Clara Agnes Haas Downey Mann, 94, died Oct. 5, 2014. After many years of declining health, she is now safely in the arms of the Lord and has been reunited with her loving husband, Bob, her parents, and all of her siblings.
Clara was born on March 31, 1920, in the family farm home in Winchester (Mooney Creek), Kan., the ninth of eleven children born to John Anthony Haas and Helen Leoba “Ella” Noll Haas. She graduated from Winchester High School in 1939 and decided that milking cows and gathering eggs wasn’t her style. Following the footsteps of an older sister, Clara was accepted at St. Mary’s Hospital School of Nursing in Kansas City. She was completing her pediatric rotation in St. Louis and mixing infant formula when Pearl Harbor was attacked in 1941.
After graduation in 1942, Clara was a private duty post-operation nurse, and rode the streetcars to work. In 1946, she married the cousin of one of her roommates, Dr. James Downey, and then continued working until their son was born. After her two children were in school, Clara was a volunteer at St. Mary’s Hospital, a Boy Scout den mother, a Girl Scout Brownie leader, and was on the Woman’s Auxiliary at the hospital. That marriage ended in 1972; in 1974 Clara went back to work as head nurse in the orthopedic wing at the old Menorah Hospital until she retired in 1982. In 1975, a friend fixed her up on a blind date with Bob Mann. They dated until 1984 when they were married (didn’t want to rush into it) and they had a wonderful 20 years together until his death in 1995.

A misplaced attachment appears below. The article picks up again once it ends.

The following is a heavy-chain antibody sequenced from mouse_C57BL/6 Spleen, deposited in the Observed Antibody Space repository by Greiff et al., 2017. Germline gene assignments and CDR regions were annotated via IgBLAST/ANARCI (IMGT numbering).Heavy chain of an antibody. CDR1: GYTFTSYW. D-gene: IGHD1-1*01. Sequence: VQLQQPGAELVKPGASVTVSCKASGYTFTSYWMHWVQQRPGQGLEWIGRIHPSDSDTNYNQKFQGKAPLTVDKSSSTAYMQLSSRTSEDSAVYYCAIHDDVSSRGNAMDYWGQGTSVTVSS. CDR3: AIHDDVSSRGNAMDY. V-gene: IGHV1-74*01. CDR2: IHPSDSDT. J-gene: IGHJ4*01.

Clara loved to travel, golf, play bridge, cribbage and other card games. She was an avid Chiefs and Notre Dame football fan. Clara was a dedicated mother, grandmother, and great-grandmother. She was a good Catholic and never missed a weekly Mass until she couldn’t attend due to health problems. She used her rosary beads as long as she could hold them, and was a firm believer in the Prayer to St. Jude. There is great peace in knowing that Clara and Bob are celebrating and dancing in Heaven, being reunited after so long.
Clara is survived by her son, Mike Downey (Lelain), KC, Mo.; her daughter, Karen Downey, KC, Mo.; three grandsons: Jason Tirk (Jenny), KC, Kan.; Kevin Downey (Kathy), Elkhart, Ind.; and Ben Downey (Lindsey), South Bend, Ind.; and eleven great-grandchildren: Alex, Sarah, Brooklyn, Dallas, Emily, Dawson, Joseph, Avery, Grace, Andrew and Claire.
Visitation will be held at the Longview Funeral Home, 12700 S. Raytown Road, Kansas City, Mo., from 10 to 11:00 a.m. on Fri., Oct. 10, followed by an 11 a.m. memorial service in the chapel. Burial will be at Rose Hill Cemetery, 69th and Troost. Immediately after the burial, a reception will be held for friends and family at District Pour House + Kitchen (formerly Romanelli Grill/The Gaf), 7122 Wornall Road, KC, Mo. In lieu of flowers, it was Clara’s request that memorial contributions be made in her name to Ozanam or St. Jude Children’s Research Hospital.
Eulogy for Clara Haas Downey Mann
by Mike Downey
Lived 94 years, 34,522 days – most of them good.
Born March 31, 1920, in a snowstorm. She was put in a drawer to keep warm.
4 brothers and 6 sisters on a 240-acre farm by Moony Creek, Kansas. Only a Catholic church, elementary school and cemetery. No stores, no houses. Population was about 3 – if you count the priest and 2 nuns and nobody in the cemetery. It’s near Winchester, which is near Leavenworth. Lots of gravel roads.